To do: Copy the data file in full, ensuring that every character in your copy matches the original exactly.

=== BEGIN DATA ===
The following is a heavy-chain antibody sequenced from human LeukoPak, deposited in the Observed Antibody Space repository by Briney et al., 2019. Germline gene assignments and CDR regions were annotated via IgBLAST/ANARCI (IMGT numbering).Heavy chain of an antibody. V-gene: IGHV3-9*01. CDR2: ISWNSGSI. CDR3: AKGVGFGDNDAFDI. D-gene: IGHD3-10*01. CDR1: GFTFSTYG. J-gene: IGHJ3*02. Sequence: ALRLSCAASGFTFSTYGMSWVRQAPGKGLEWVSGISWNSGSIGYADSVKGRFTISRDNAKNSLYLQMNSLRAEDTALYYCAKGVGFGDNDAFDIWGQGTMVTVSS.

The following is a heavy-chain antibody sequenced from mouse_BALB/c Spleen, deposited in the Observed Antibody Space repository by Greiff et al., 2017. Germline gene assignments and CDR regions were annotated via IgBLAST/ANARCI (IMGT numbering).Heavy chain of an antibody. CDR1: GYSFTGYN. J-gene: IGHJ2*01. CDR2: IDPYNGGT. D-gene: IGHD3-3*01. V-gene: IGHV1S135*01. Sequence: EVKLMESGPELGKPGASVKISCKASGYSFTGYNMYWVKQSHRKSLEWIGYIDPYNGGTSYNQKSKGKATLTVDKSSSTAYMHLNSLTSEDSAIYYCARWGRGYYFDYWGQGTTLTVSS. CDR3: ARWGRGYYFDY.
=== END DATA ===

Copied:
The following is a heavy-chain antibody sequenced from human LeukoPak, deposited in the Observed Antibody Space repository by Briney et al., 2019. Germline gene assignments and CDR regions were annotated via IgBLAST/ANARCI (IMGT numbering).Heavy chain of an antibody. V-gene: IGHV3-9*01. CDR2: ISWNSGSI. CDR3: AKGVGFGDNDAFDI. D-gene: IGHD3-10*01. CDR1: GFTFSTYG. J-gene: IGHJ3*02. Sequence: ALRLSCAASGFTFSTYGMSWVRQAPGKGLEWVSGISWNSGSIGYADSVKGRFTISRDNAKNSLYLQMNSLRAEDTALYYCAKGVGFGDNDAFDIWGQGTMVTVSS.

The following is a heavy-chain antibody sequenced from mouse_BALB/c Spleen, deposited in the Observed Antibody Space repository by Greiff et al., 2017. Germline gene assignments and CDR regions were annotated via IgBLAST/ANARCI (IMGT numbering).Heavy chain of an antibody. CDR1: GYSFTGYN. J-gene: IGHJ2*01. CDR2: IDPYNGGT. D-gene: IGHD3-3*01. V-gene: IGHV1S135*01. Sequence: EVKLMESGPELGKPGASVKISCKASGYSFTGYNMYWVKQSHRKSLEWIGYIDPYNGGTSYNQKSKGKATLTVDKSSSTAYMHLNSLTSEDSAIYYCARWGRGYYFDYWGQGTTLTVSS. CDR3: ARWGRGYYFDY.